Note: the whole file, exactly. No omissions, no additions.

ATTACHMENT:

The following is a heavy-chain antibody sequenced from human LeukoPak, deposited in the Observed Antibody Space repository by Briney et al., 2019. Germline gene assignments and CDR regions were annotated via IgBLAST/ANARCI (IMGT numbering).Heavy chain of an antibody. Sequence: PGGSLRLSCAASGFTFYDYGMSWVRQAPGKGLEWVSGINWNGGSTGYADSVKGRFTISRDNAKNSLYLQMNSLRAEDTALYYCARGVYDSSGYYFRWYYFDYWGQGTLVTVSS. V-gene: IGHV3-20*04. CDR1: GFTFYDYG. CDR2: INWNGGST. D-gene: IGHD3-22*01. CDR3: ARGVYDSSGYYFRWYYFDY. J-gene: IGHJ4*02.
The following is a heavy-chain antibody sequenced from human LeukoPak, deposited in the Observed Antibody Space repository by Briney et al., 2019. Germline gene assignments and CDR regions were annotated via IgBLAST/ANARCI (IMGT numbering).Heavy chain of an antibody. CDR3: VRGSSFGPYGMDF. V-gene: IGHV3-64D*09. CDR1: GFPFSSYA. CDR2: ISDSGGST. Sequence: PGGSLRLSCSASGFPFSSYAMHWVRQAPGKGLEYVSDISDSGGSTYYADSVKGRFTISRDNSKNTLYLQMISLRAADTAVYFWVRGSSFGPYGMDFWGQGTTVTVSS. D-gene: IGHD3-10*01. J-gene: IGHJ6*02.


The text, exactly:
The following is a heavy-chain antibody sequenced from human LeukoPak, deposited in the Observed Antibody Space repository by Briney et al., 2019. Germline gene assignments and CDR regions were annotated via IgBLAST/ANARCI (IMGT numbering).Heavy chain of an antibody. Sequence: PGGSLRLSCAASGFTFYDYGMSWVRQAPGKGLEWVSGINWNGGSTGYADSVKGRFTISRDNAKNSLYLQMNSLRAEDTALYYCARGVYDSSGYYFRWYYFDYWGQGTLVTVSS. V-gene: IGHV3-20*04. CDR1: GFTFYDYG. CDR2: INWNGGST. D-gene: IGHD3-22*01. CDR3: ARGVYDSSGYYFRWYYFDY. J-gene: IGHJ4*02.
The following is a heavy-chain antibody sequenced from human LeukoPak, deposited in the Observed Antibody Space repository by Briney et al., 2019. Germline gene assignments and CDR regions were annotated via IgBLAST/ANARCI (IMGT numbering).Heavy chain of an antibody. CDR3: VRGSSFGPYGMDF. V-gene: IGHV3-64D*09. CDR1: GFPFSSYA. CDR2: ISDSGGST. Sequence: PGGSLRLSCSASGFPFSSYAMHWVRQAPGKGLEYVSDISDSGGSTYYADSVKGRFTISRDNSKNTLYLQMISLRAADTAVYFWVRGSSFGPYGMDFWGQGTTVTVSS. D-gene: IGHD3-10*01. J-gene: IGHJ6*02.